So based on what you've reported here, I'd suggest that yeh take a step back and add a healthy dollop of "mind your own business" to your approach. But if yeh do have anything that rises to the level of reasonable suspicion of abuse or neglect by the parents, yeh don't talk to the school counselor, yeh don't talk to the Scout Executive or dig up dirt. Yeh call CPS to report your concern, and then you let it be. But if yeh do, be aware that there's no guarantee that the parent won't figure it out and pull the lads from scouting.




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I'm sorry BluejacketScouter for me when I see:

" I've spoken with the individual several times in an effort to draw him out or "mentor" him, but he doesn't like me very much since I got his pal the rogue Cubmaster bounced out of the unit."

This raises a red flag.

Could it be that you are doing your best to ensure that this guy isn't allowed to gain membership?

From what you have posted I really feel that you are going way beyond just being a Scouter and are very close to crossing the mark.


I'm not an expert on how the background check is done.

To the best of my knowledge the BSA has contracted this out to a company who does this sort of thing.

The report goes from that company to National and from National to the Council.

Each and everyone of us need to do all we can to ensure that the kids we serve are safe and free from harm.

The background check is a big part of this.

We all should be happy to go along with what comes from it.

While it does seem unfair that when someone is turned down that they remove their kids from the program. This is their choice. We have no control over this and we need to look at serving all the kids not just dwell on the kids who are removed or might be removed.


Something here, about all of this sounds a little fishy, at least to me.



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Let's see.....this guy admits to a felony conviction for violent behavior ....... doesn't participate much ...... I'd say no and there is no need to accept his application.(This message has been edited by evmori)

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And now his sons are taking a ball bat to school to kill a class mate. WOW.


Where do you think they learned that behavior?


Guess what those boys earn their whittle chip this year........What might happen if they get mad??????????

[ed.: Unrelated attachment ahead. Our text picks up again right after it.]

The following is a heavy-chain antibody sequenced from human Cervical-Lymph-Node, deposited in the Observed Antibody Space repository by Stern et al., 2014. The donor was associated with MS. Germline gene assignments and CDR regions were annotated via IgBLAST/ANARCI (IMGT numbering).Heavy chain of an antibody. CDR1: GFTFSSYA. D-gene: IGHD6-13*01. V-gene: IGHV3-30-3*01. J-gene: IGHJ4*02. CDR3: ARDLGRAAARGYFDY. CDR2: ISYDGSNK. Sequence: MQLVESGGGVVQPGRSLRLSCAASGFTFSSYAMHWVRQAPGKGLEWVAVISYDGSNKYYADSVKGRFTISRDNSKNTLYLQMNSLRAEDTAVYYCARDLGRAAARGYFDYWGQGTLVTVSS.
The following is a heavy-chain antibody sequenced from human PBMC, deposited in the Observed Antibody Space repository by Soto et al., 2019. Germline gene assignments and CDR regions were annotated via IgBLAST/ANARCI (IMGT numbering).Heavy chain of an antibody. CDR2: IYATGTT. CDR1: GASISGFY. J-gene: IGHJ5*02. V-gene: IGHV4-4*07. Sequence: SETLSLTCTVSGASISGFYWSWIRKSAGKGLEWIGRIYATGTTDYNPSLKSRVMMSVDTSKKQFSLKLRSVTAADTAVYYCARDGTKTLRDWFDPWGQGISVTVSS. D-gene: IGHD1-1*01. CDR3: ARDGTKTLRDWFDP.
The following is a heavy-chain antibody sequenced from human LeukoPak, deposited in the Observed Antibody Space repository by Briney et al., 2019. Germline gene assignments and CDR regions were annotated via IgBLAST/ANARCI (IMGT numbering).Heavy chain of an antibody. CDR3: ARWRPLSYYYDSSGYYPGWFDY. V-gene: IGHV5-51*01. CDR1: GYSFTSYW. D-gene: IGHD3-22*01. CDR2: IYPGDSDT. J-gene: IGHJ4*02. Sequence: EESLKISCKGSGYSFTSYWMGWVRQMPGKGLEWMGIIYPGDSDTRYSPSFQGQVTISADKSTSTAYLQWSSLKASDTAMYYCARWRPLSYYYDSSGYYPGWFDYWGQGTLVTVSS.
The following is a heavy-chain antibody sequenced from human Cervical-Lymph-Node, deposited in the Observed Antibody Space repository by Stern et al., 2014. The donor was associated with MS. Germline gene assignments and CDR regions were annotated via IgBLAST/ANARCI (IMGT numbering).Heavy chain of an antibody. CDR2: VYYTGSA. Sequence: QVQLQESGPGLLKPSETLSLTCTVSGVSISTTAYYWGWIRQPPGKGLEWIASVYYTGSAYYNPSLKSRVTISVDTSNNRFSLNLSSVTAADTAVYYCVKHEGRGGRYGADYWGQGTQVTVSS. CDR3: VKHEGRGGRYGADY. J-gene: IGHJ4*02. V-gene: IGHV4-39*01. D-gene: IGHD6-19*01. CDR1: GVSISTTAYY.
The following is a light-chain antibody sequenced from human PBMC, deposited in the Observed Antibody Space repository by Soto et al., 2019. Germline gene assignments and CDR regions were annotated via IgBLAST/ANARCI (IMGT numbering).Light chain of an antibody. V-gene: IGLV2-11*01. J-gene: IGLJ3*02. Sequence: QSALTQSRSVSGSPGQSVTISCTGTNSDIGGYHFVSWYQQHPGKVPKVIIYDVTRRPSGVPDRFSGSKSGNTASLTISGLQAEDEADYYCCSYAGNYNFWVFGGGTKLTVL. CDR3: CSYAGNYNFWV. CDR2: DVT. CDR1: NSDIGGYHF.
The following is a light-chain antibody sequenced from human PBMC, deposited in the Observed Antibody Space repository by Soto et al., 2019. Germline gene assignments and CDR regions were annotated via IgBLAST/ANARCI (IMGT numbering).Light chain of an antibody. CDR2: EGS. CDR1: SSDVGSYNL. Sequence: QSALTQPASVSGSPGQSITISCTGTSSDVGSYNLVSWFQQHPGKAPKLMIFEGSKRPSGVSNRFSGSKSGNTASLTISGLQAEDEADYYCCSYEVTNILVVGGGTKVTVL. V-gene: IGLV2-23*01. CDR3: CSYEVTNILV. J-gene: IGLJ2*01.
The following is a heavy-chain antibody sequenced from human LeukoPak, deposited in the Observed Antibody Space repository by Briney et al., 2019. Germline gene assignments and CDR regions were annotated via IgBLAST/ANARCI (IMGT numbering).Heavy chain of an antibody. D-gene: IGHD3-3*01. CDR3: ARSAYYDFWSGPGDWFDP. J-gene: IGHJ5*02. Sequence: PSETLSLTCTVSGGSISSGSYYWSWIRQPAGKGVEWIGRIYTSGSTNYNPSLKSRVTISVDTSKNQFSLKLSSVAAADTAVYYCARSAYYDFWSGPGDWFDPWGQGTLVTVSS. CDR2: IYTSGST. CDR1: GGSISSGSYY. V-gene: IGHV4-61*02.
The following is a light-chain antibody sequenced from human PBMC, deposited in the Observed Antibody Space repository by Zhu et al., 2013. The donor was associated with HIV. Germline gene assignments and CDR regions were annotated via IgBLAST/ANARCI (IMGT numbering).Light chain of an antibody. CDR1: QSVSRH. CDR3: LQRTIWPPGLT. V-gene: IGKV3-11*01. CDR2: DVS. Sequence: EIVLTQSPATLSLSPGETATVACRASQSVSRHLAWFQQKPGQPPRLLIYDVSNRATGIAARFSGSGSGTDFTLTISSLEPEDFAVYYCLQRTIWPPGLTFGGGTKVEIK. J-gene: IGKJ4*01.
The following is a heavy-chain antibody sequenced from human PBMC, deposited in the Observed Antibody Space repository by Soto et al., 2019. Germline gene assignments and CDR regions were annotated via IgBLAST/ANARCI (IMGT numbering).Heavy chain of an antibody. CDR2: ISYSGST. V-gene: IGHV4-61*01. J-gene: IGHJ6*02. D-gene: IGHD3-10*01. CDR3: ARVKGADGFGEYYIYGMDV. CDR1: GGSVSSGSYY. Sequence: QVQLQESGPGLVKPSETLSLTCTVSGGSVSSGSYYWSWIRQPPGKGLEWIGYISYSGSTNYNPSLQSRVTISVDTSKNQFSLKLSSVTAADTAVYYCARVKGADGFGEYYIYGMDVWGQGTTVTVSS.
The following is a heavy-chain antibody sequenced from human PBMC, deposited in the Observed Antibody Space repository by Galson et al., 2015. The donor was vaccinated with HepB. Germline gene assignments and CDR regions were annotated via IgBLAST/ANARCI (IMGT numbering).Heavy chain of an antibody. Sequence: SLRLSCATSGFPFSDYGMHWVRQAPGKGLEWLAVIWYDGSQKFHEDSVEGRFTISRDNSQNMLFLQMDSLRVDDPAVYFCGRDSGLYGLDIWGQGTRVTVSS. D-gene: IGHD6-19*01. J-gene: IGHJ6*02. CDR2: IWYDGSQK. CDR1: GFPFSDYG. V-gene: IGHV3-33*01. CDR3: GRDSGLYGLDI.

I would drop the entire den leader issue with him.



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Wow, Bluejacket - what in the heck are you doing? Get out of this, get as far away as you can as fast as you can! Your initial question was a good one that merits discussion for the benefit of the forum. But adding on the rest of the story and now reading your perspective we should all be truly alarmed at what youre doing here


We are not the ones to keep an eye on kids or decide which kids need Scouting we are volunteers presenting a simple program to kids, not prepared to get into heavy stuff like this. Stop this now, pass on your concerns to the SE about child abuse and get the heck out of the way (hes very possibly doping his own kids!?). Theres much larger issues going on here that are waaaaay beyond the scope of what we do in Scouting. There is no freaking way you should be even encouraging this guy to become a leader at this point many CORs rely on the recommendations and input from existing leaders about new ones; your name attached to this is going to give the impression that you approve of him. Please - Run away!


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I must say BlueJacket, as a den leader (per your profile), you really have little say in what leaders your Charter Organization accepts. It is not up to you to be digging up "dirt" on this individual. The fact that you obviously have a bad history with this man makes it rather look like you might be looking for any way you can to get rid of him.


This is something that should be left entirely in the hands of your Pack Committee Chair(CC), and your Charter Organization(CO). As a Pack den leader about all you can do is give your opinion that you do not feel he would make an appropriate leader. That's it. No dirt digging, no smearing, no spreading school yard gossip. It is up to the CC and CO, not you, or anyone else, to decide if they want to ask this man to be a leader in the Pack.

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I'm in absolute agreement with Lisa and Beavah.


Have the adult do his app.


He needs to have a businesslike conversation with the Committee Chair. That's the first sign/no sign gate. CC doesn't endorse the app? DONE.


He needs to have a businesslike conversation with the Chartered Organization Rep and/or the Institutional Head. That's the second sign/no sign gate. COR/IH doesn't endorse the app? DONE.


If he gets through the COR/IH gate, submit it to Council and see what the background check yields. Council will either accept his membership or not. Either way? DONE.


Stop talking about the circumstances in an open forum. Do the process.